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The Sausage Factory

How Not to Win Friends and Influence People in the U.S. Senate

Set a watch, O Lord, before my mouth: and a door round about my lips. (Ps 141:3)

For the great enemy of the truth is very often not the lie—deliberate, contrived, and dishonest—but the myth—persistent, persuasive, and unrealistic. Too often we hold fast to the clichés of our forebears. We subject all facts to a prefabricated set of interpretations. We enjoy the comfort of opinion without the discomfort of thought. (President John F. Kennedy, Yale University Commencement, 11 June 1962)

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The Senate met in a rare Sunday session on July 26, and their chaplain began the day by asking that God grant the Members “truthful lips”. They needed it. Texas Republican Senator and Presidential candidate Ted Cruz recently illustrated why elected officials need to be scrupulously truthful. Democracy is impossible without it.

The Highway Trust Fund is set to go bankrupt at the end of this month, and the Senate passed a bill to prevent that. During the debate an amendment to reauthorize the Export-Import Bank, which some Republicans criticize as corporate welfare, was offered. On Friday, July 24, Senator Ted Cruz, a Texas Republican and presidential candidate, went to the Senate Floor and alleged that Majority Leader Mitch McConnell made a deal with Democrats to engineer the reauthorization despite telling the Republican Conference that no such deal was made. A number of Cruz’s colleagues denied the Senator’s allegations, and the following week, National Journal published an article parsing McConnell’s statements and actions, concluding, he was not guilty of the allegation made against him.

ted_cruz

Senator Ted Cruz of Texas
Photo credit: Michael Vadon (http://www.michaelvadon.com/)

Cruz’s accusation of lying appears to be a direct violation of Senate rule XIX.2, which states, “No Senator in debate shall, directly or indirectly, by any form of words impute to another Senator or to other Senators any conduct or motive unworthy or unbecoming of a Senator.” If it’s not actually a violation of the letter of the rule, it’s certainly a breach in the Chamber’s decorum, and Cruz’s colleagues responded sharply. A number of Republican Senators, including the President pro tempore Orrin Hatch, criticized Cruz on the Floor. More pointedly, he and a close ally, Senator Mike Lee of Utah, were denied roll call votes on amendments they offered. Normally, when a Senator wants a roll call vote on an amendment they need a second from only 11 other Senators. But out of 99 other Senators, including 53 other Republicans, only 3 supported Cruz’s request for a roll call vote. According to Politico, Cruz said the snub was “extraordinary”. But it should have been expected. Hardball legislative tactics invite retaliation from colleagues, but it usually does not come from the Member’s own party. Senator Cruz probably should not expect too much in terms of favors from other Senators in the future.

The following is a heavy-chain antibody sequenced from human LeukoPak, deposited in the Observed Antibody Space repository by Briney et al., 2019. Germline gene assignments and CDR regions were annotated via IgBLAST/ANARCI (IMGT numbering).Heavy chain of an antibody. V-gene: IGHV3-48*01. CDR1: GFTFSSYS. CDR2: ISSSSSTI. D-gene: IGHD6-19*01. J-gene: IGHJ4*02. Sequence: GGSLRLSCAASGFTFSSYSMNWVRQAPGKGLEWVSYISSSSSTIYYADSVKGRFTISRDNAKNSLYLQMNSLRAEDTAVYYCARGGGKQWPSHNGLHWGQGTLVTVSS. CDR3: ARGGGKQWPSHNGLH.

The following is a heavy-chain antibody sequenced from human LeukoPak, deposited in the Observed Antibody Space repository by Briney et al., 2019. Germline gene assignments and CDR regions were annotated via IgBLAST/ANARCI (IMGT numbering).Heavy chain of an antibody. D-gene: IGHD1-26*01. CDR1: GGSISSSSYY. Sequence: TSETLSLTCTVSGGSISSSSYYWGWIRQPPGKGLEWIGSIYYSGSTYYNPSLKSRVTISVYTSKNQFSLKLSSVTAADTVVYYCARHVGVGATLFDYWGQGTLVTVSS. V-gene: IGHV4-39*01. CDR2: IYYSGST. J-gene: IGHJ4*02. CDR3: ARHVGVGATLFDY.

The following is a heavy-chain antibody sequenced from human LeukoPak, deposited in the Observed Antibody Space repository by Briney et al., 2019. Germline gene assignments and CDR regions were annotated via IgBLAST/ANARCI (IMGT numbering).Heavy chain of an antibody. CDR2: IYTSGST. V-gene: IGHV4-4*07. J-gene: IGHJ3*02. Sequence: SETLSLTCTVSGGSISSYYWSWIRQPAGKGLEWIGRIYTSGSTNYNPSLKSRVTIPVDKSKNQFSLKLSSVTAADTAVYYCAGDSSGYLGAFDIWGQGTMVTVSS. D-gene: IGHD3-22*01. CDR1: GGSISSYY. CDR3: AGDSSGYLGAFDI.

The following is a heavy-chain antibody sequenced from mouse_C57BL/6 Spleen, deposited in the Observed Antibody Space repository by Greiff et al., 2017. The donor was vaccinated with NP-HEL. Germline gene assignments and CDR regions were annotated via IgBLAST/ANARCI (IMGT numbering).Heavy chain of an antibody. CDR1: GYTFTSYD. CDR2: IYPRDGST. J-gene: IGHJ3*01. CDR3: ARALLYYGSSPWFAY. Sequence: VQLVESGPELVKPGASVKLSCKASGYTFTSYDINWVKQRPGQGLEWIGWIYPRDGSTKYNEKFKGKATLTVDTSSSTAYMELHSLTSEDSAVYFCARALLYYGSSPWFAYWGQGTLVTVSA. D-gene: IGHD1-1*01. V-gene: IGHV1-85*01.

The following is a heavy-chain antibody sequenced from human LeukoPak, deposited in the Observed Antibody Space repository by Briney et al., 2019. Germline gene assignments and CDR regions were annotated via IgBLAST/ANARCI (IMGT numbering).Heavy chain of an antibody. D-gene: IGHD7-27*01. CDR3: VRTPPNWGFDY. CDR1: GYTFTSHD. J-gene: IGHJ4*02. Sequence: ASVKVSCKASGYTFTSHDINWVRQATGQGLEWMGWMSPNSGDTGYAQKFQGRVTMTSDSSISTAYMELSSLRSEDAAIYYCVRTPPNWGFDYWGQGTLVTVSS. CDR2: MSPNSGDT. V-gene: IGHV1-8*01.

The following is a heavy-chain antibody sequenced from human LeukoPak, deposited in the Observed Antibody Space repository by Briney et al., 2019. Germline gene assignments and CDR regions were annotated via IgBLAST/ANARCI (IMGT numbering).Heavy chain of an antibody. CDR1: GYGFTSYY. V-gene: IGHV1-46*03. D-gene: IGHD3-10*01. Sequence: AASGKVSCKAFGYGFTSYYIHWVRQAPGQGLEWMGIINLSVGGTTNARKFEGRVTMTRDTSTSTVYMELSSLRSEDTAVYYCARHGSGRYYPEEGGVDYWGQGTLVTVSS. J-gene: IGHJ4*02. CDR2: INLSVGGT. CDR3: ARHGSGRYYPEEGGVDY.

Senator Cruz’s charge points to a much deeper problem with his rhetoric. It is greatly exaggerated. For instance, when speaking on public satisfaction with Congress, he argued:

You know, there is a profound disappointment among the American people because we keep winning elections and then we keep getting leaders who don’t do anything they promise. The American people were told: If only we have a Republican majority in the House, things will be different. Well, in 2010, the American people showed up in enormous numbers, and we got a Republican majority in the House, and very little changed. Then the American people were told, you know, the problem is the Senate. If only we get a Republican majority in the Senate and retire Harry Reid as majority leader, then things will be different. Well, in 2014, the American people rose up in enormous numbers and voted to do exactly that. We have had a Republican majority in both Houses of Congress now for about 6 months.

What has this Congress done?

…This Senate operates exactly the same [as under the leadership of Democratic Majority Leader Harry Reid]—the same priorities.

This is so much tedious hogwash. If the “American people” suffer some “profound disappointment”, it’s not because the government fails to enact Cruz’s brand of conservatism. Earlier this year, Gallup reported that 38 percent of Americans call themselves conservative, 34 percent call themselves moderate, and 24 percent call themselves liberal. So, although a plurality do see themselves as conservatives, most do not. More troubling for Cruz and his narrative: The number of self-described liberals has been consistently, if slowly, rising since at least 1992, the earliest date in the report. In fact, in 2014, the very year the Republicans took the Senate, a greater percentage of Americans identified as liberal than ever. The fact of the matter is that there is not some monolithically conservative “American people”. In reality, citizens are actually quite diverse in their opinions, many of whom are not at all depressed because Cruz’s agenda has not passed.